“Britain could enjoy 400bn more flowers if road verges were cut later and less often according to guidelines drawn up by wildlife charities, highways authorities and contractors.
The national guidance for managing roadside verges for wildflowers calls for just two cuts a year – instead of four or more – and only after flowers have set seed, to restore floral diversity and save councils money. It would also provide grassland habitat the size of London, Birmingham, Manchester, Cardiff and Edinburgh combined.
The recommendations have been produced by the wildlife charity Plantlife, backed by national highways agencies, the industry bodies Skanska and Kier, as well as Natural England and other environmental groups.”
“The Pollinator Monitoring and Research Partnership (PMRP) aims to establish how insect pollinator populations are changing across Great Britain.
We are working with existing recording schemes that focus on pollinating insects, and have established new large-scale surveys under the UK Pollinator Monitoring Scheme banner (PoMS)
PoMS is the only scheme in the world generating systematic data on the abundance of bees, hoverflies and other flower-visiting insects at a national scale (currently across England, Wales and Scotland). Together with long-term occurrence records collated by the Bees, Wasps and Ants Recording Society and Hoverfly Recording Scheme, these data will form an invaluable resource from which to measure trends in pollinator populations and target our conservation efforts.
With reports of dramatic losses of insects occurring across the globe, and concern about what this means for wider biodiversity and ecosystem health, there has never been a more important time to document evidence of change in populations of pollinating insects.
FIT Counts: if you can spare ten minutes to sit and watch insects and flowers you can carry out a FIT Count (Flower-Insect Timed Count)! This simple survey collects data on the total number of insects that visit a particular flower, ideally chosen from our list of 14 target flowers. FIT Counts can be done anywhere, including gardens and parks, in warm, dry weather any time from April to September. If you can carry out several counts at one location during that time you will be adding extra value to your survey records. All the information you need is provided on their web site:”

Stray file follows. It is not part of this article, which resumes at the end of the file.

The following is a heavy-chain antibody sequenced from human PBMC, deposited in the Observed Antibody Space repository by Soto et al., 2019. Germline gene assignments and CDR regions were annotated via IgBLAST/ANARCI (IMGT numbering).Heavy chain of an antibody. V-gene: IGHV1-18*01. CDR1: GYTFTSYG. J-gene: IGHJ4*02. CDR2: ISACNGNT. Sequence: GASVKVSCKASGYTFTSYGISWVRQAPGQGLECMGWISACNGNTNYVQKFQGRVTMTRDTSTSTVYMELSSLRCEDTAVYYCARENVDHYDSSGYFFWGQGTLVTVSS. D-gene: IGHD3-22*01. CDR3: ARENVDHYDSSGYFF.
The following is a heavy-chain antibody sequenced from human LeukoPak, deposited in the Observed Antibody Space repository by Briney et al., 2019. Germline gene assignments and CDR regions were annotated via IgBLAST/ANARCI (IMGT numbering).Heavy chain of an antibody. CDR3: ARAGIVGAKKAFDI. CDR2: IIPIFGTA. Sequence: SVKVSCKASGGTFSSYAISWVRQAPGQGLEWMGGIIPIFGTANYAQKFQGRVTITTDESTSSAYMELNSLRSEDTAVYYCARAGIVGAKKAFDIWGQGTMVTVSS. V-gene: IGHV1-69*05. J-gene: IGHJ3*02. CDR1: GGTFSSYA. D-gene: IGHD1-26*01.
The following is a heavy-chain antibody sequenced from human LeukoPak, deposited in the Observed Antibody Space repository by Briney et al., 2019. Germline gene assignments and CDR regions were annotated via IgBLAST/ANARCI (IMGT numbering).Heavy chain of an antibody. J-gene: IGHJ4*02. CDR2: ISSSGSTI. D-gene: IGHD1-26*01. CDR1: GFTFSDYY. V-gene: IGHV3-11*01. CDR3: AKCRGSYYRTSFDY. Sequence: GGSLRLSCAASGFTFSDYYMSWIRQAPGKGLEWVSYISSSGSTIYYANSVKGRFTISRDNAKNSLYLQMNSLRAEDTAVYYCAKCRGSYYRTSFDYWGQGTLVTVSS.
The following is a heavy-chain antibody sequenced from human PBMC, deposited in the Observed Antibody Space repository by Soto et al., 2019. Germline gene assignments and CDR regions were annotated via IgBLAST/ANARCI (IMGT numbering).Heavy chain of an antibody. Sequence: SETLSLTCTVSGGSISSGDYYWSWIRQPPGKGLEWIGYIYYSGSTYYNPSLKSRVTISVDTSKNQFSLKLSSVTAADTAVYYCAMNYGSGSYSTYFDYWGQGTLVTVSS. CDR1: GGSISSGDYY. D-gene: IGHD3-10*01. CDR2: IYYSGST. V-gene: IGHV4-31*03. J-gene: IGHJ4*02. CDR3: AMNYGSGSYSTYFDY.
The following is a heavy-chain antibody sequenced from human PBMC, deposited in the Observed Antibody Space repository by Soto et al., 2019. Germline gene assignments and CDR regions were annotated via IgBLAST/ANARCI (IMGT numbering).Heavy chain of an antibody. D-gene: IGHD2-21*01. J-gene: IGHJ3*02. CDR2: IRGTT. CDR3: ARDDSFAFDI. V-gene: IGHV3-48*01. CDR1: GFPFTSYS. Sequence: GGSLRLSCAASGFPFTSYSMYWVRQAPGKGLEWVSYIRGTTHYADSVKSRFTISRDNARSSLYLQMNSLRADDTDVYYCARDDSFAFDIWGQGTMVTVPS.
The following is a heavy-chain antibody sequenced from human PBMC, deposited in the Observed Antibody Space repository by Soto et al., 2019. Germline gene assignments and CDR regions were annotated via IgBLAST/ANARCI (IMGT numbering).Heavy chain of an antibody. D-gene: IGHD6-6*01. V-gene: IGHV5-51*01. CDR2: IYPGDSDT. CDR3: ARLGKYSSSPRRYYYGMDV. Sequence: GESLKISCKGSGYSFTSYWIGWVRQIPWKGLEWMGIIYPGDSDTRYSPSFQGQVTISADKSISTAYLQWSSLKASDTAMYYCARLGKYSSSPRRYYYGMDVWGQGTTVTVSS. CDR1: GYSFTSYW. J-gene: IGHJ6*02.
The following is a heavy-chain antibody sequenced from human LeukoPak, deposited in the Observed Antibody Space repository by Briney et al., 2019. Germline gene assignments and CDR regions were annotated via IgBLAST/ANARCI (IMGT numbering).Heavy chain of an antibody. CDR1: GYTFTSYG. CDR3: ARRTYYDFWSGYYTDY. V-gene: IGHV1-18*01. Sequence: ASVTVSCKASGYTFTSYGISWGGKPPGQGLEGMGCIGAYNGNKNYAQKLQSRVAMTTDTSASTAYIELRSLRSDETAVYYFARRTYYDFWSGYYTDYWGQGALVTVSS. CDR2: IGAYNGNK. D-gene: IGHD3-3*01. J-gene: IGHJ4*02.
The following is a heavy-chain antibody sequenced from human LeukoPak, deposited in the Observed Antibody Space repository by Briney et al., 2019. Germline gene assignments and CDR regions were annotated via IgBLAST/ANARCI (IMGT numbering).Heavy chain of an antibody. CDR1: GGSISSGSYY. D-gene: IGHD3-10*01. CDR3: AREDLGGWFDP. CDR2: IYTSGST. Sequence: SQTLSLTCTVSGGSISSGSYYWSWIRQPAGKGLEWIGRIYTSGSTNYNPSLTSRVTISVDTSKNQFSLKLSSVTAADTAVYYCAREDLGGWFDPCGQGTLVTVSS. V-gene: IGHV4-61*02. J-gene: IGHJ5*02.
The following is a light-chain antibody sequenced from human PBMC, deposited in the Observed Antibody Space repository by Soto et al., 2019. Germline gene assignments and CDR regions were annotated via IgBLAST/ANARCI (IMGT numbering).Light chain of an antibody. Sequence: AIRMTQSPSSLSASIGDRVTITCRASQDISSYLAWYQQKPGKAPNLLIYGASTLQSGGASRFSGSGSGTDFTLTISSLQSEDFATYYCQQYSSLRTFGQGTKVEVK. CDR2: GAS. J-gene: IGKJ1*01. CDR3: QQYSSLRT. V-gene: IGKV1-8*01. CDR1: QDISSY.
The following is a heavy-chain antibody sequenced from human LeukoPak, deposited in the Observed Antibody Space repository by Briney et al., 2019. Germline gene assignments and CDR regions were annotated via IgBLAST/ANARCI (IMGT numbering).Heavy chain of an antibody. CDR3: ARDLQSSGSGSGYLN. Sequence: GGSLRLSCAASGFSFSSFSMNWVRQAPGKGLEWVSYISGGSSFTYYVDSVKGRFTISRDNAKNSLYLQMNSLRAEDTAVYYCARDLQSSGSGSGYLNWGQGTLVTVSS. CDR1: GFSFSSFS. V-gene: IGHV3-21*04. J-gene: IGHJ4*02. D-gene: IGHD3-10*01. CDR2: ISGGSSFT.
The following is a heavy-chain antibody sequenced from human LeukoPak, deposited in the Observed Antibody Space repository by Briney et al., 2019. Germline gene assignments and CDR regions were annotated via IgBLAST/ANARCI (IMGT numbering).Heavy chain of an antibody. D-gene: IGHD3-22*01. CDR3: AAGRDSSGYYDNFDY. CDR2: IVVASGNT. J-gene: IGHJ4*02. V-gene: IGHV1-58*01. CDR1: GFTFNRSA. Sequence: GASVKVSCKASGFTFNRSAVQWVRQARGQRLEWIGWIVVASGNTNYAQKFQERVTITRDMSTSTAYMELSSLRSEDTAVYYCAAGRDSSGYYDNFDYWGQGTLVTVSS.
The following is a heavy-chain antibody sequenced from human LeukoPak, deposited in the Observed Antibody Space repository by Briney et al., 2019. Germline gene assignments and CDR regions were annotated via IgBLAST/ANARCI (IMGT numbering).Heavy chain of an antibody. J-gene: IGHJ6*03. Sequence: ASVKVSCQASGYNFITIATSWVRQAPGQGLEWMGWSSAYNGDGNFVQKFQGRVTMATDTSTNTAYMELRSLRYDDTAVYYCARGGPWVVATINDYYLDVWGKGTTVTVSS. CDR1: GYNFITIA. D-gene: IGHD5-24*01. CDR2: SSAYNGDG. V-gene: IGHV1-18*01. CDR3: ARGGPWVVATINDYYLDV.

The Guardian newspaper reports – “The world’s insects are hurtling down the path to extinction, threatening a “catastrophic collapse of nature’s ecosystems”, according to the first global scientific review.
More than 40% of insect species are declining and a third are endangered, the analysis found. The rate of extinction is eight times faster than that of mammals, birds and reptiles. The total mass of insects is falling by a precipitous 2.5% a year, according to the best data available, suggesting they could vanish within a century.”
Scientist Brad Lister returned to Puerto Rican rainforest after 35 years to find 98% of ground insects had vanished. A “bottom-up trophic cascade”, in which the knock-on effects of the insect collapse surge up through the food chain.
“I don’t think most people have a systems view of the natural world,” Lister said. “But it’s all connected and when the invertebrates are declining the entire food web is going to suffer and degrade. It is a system-wide effect.”
To understand the global scale of an insect collapse that has so far only been glimpsed, Lister says, there is an urgent need for much more research in many more habitats. “More data, that is my mantra,” he said.
The problem is that there were very few studies of insect numbers in past decades to serve as a baseline, but Lister is undeterred: “There’s no time like the present to start asking what’s going on.”
A trend of planting wildflowers on solar sites could maintain habitat for disappearing bees and butterflies. A Scientific American article …